Might, mind you. As Yogi Berra might or might not have said, “It’s tough to make predictions. Especially about the future.” *

But first, let’s talk about UVC light: It’s short for ultraviolet light, and it kills germs, which (you may remember) we have reason to think is a good idea these days. But UVC has some bad habits. Basically, it doesn’t like people. It can burn the skin and damage the eyes, so if you want to disinfect a room with it, you have to figure out how to keep the light and the people apart. 

That’s awkward, what with Covid’s habit of circulating through the people’s lungs.

Far-UVC, though, doesn’t have those bad habits. It has a shorter wavelength, so it doesn’t penetrate skin or eye cells. But it still slaughters viruses and bacteria, since they’re smaller than the cells humans are interested in protecting.

Irrelevant photo: primroses with violet

So we now have UVC, far-UVC, and a bunch of dead viruses. 

The earlier studies demonstrating far-UVC’s usefulness and safety were conducted in small experimental chambers, and that left open the question of whether it would work in less controlled situations. Now someone’s done a demonstration in real-world conditions–a fairly ordinary room with roughly the same ventilation as a home or office, which is about three air changes per hour.

Does your home change air three times an hour? Does mine? Haven’t a clue, so let’s take their word for it. 

Under those conditions, far-UVC slaughtered 98% of the test microbes within five minutes. Compared to other ways of cleaning air, that’s–to quote someone involved in the project–spectacular. 

I know that, gentle vegetarian that I am, I’m not supposed to be cheering mass slaughter, but nobody ever accused the human race of consistency, and I am, to the best of my knowledge, predominantly human. 

If you want more detail of the experiment, you’ll have to follow the link. It involves numbers, although not many of them. But it doesn’t take many to send me running. Before I left, I did take in that the approach works with viruses, bacteria, and any additional infectious beasties that I’ve forgotten, none of which can mutate to develop a resistance to it.

So in the interest of public health, will far-UVC be coming to all indoor spaces near you? I’d love to think so; it only makes sense. The problem is that it not only makes sense, it costs money. Granted, it would also save money by making indoor air 98% safe, keeping us healthy, and quite possibly getting the pandemic (and assorted other diseases) under control, but we’ve all lived long enough to know that logic doesn’t necessarily apply. It’ll depend on who would be saving the money, who would be spending, and who would be making it it–not to mention who can see half an inch in front of their nose.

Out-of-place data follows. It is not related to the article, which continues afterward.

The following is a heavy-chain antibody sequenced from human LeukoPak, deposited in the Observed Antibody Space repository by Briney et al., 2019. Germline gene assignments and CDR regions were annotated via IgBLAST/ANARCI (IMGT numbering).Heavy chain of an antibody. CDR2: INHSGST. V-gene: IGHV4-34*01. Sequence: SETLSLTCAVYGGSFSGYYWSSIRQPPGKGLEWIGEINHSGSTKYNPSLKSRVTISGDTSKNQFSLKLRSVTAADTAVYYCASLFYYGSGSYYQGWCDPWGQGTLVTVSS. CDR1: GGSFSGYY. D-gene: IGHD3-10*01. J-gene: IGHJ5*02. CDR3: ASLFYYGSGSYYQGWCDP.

In the UK, I predict far-UVC will be adopted only if someone with strong ties to the Conservative Party–preferably a huge fuckin’ donor–goes into the business. At that point, it will become the savior of the nation and we’ll have a world-beating promise to install it everywhere. Some huge amount of money will then be spent and it will be installed in nowhere near as many places as we were promised.

But it’s hard to make predictions. Especially about the future.

*

UV can also be used to clean N95 masks, a new study demonstrates. Early in the pandemic, when protective gear was in short supply, people in medical settings tried pretty much everything to make the gear they had last longer, including disinfecting it with UV, since they had the equipment on hand for other uses. The masks were only meant for a single use, but they were desperate enough to stretch that.

Dianne Poster, a co-author of the study, said, “Right now, UV technologies are really in their infancy with respect to the healthcare environment.” And I’m quoting that because it strikes me as relevant–at least vaguely–to the use of far-UVC as well.

*

And while we’re in UVC mode, researchers have come up with a system that can alternate between plain ol’ white LED light to, you know, see by and UVC light to decontaminate an indoor space. The drawback is that it depends on motion-sensors to let it know when the room’s empty. So you wouldn’t want to fall asleep at your desk or be in the sensors’ blind spot.

The lights work in standard lighting fixtures, which should keep the cost down.

 

Other new developments

A nasal spray that promises to prevent Covid infection for 12 hours or treat the early stages of infection has passed mouse studies with flying colors and a company is trying to raise money for human studies, development, marketing, and all the uproar necessary (or at least expected) to get a product to market. 

Is this the same anti-Covid nasal spray I wrote about a few weeks ago? Possibly. At the moment, this one’s called N-0385, so you can see why the name didn’t stay in my mind. But who cares? I want this stuff badly enough to risk writing about it twice.

*

For the first time, doctors have used a vaccine to clear Covid from the body of an immune-suppressed patient who tested positive for seven months after first catching the virus.